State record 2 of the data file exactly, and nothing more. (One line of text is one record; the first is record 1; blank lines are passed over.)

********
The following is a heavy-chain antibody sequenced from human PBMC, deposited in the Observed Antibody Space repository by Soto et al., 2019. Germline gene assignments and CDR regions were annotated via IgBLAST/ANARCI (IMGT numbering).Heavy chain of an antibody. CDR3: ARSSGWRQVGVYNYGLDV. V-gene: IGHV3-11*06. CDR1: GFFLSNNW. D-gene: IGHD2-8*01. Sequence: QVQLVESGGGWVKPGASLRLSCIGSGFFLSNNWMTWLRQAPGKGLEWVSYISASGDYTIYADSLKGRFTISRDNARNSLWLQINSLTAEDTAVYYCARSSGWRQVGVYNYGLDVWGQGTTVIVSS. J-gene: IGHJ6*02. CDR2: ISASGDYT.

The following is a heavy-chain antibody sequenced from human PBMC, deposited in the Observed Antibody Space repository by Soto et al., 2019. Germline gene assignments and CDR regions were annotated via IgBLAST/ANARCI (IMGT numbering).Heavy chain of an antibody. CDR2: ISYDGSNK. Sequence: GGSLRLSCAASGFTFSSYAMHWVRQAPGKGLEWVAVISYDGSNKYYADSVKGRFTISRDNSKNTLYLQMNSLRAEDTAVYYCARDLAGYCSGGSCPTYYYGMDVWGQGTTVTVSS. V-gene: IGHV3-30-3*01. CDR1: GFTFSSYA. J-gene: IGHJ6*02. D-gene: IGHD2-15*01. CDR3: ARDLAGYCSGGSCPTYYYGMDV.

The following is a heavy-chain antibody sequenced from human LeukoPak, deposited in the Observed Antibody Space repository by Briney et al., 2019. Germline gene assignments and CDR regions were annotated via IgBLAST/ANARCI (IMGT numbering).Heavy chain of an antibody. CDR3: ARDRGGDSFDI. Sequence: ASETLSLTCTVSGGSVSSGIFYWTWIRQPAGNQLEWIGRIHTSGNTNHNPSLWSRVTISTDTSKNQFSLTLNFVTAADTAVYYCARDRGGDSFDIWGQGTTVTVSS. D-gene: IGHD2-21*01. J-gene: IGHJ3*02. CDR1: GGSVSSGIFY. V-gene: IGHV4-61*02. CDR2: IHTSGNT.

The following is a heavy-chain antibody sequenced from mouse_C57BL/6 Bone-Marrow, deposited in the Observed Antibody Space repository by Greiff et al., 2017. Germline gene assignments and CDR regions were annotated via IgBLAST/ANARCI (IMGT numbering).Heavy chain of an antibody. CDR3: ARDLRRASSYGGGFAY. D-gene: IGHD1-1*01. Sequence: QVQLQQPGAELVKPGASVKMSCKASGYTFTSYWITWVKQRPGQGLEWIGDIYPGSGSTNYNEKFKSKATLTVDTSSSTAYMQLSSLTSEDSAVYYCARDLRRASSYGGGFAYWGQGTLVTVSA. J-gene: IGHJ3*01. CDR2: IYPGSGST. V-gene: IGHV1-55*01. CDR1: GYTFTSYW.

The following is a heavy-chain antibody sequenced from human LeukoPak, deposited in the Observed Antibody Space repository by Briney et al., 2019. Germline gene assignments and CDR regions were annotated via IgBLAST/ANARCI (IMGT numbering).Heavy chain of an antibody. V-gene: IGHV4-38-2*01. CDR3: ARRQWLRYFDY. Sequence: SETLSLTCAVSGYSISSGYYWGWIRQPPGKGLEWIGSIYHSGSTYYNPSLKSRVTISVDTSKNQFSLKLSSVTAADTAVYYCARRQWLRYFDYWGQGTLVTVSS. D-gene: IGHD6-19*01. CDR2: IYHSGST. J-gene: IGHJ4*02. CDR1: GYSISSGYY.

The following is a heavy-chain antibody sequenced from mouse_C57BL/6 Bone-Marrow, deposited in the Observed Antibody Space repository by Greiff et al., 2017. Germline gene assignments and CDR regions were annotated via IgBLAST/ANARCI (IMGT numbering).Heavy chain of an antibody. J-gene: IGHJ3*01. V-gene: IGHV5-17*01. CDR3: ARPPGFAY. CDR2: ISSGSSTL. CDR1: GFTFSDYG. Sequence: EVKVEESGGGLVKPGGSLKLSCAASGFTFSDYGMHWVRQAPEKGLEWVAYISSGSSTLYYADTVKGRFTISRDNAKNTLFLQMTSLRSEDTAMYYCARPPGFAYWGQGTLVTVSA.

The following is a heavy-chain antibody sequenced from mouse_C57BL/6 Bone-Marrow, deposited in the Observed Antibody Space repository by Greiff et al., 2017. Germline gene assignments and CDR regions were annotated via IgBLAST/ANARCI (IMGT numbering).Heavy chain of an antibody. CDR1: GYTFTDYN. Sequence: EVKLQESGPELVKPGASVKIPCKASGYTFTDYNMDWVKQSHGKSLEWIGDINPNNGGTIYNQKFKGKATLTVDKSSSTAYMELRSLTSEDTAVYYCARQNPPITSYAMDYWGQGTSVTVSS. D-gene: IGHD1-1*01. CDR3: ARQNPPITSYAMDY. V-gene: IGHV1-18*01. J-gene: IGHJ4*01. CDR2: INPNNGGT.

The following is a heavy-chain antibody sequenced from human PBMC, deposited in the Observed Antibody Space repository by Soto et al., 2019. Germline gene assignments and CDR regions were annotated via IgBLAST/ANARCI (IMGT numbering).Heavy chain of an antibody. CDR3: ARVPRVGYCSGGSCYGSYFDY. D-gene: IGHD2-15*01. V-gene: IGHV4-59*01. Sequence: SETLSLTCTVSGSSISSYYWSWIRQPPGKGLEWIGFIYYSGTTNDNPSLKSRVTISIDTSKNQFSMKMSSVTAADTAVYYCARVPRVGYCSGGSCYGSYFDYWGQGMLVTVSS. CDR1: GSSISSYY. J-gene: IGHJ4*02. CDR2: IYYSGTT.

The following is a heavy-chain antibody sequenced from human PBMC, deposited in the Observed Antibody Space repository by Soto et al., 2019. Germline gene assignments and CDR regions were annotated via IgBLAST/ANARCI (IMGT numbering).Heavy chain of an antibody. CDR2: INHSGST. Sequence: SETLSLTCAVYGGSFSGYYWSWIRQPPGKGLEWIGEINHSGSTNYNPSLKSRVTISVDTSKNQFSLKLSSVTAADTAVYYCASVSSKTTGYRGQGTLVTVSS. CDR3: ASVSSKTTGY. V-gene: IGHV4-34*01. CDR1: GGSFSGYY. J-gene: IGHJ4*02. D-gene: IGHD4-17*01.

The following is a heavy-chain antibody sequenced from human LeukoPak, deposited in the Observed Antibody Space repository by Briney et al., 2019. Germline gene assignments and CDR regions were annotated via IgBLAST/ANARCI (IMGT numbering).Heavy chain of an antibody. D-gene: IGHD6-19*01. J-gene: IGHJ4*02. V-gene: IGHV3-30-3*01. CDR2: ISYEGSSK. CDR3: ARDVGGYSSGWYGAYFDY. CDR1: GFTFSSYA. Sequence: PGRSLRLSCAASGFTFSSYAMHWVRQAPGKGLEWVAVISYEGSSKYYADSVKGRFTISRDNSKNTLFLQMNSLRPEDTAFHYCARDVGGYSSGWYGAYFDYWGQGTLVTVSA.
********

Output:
The following is a heavy-chain antibody sequenced from human PBMC, deposited in the Observed Antibody Space repository by Soto et al., 2019. Germline gene assignments and CDR regions were annotated via IgBLAST/ANARCI (IMGT numbering).Heavy chain of an antibody. CDR2: ISYDGSNK. Sequence: GGSLRLSCAASGFTFSSYAMHWVRQAPGKGLEWVAVISYDGSNKYYADSVKGRFTISRDNSKNTLYLQMNSLRAEDTAVYYCARDLAGYCSGGSCPTYYYGMDVWGQGTTVTVSS. V-gene: IGHV3-30-3*01. CDR1: GFTFSSYA. J-gene: IGHJ6*02. D-gene: IGHD2-15*01. CDR3: ARDLAGYCSGGSCPTYYYGMDV.